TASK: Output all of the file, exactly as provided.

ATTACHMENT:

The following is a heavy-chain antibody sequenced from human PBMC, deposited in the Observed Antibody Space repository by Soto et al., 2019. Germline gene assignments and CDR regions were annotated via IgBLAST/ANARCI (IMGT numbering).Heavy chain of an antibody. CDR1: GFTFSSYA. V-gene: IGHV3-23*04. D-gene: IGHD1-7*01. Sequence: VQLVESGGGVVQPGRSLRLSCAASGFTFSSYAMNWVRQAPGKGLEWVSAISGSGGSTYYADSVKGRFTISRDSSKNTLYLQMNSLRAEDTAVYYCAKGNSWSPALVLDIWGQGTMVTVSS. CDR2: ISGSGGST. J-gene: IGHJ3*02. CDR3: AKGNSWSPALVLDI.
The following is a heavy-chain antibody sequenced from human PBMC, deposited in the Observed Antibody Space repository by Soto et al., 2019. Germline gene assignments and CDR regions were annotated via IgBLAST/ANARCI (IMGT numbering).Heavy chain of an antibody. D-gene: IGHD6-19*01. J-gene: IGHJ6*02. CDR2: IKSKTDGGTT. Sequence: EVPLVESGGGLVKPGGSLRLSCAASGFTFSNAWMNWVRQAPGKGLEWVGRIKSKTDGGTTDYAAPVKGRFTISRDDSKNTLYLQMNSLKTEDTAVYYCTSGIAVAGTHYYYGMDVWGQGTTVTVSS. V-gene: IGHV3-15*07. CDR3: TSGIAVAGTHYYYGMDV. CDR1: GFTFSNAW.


The following is a heavy-chain antibody sequenced from human PBMC, deposited in the Observed Antibody Space repository by Soto et al., 2019. Germline gene assignments and CDR regions were annotated via IgBLAST/ANARCI (IMGT numbering).Heavy chain of an antibody. CDR1: GFTFSSYA. V-gene: IGHV3-23*04. D-gene: IGHD1-7*01. Sequence: VQLVESGGGVVQPGRSLRLSCAASGFTFSSYAMNWVRQAPGKGLEWVSAISGSGGSTYYADSVKGRFTISRDSSKNTLYLQMNSLRAEDTAVYYCAKGNSWSPALVLDIWGQGTMVTVSS. CDR2: ISGSGGST. J-gene: IGHJ3*02. CDR3: AKGNSWSPALVLDI.
The following is a heavy-chain antibody sequenced from human PBMC, deposited in the Observed Antibody Space repository by Soto et al., 2019. Germline gene assignments and CDR regions were annotated via IgBLAST/ANARCI (IMGT numbering).Heavy chain of an antibody. D-gene: IGHD6-19*01. J-gene: IGHJ6*02. CDR2: IKSKTDGGTT. Sequence: EVPLVESGGGLVKPGGSLRLSCAASGFTFSNAWMNWVRQAPGKGLEWVGRIKSKTDGGTTDYAAPVKGRFTISRDDSKNTLYLQMNSLKTEDTAVYYCTSGIAVAGTHYYYGMDVWGQGTTVTVSS. V-gene: IGHV3-15*07. CDR3: TSGIAVAGTHYYYGMDV. CDR1: GFTFSNAW.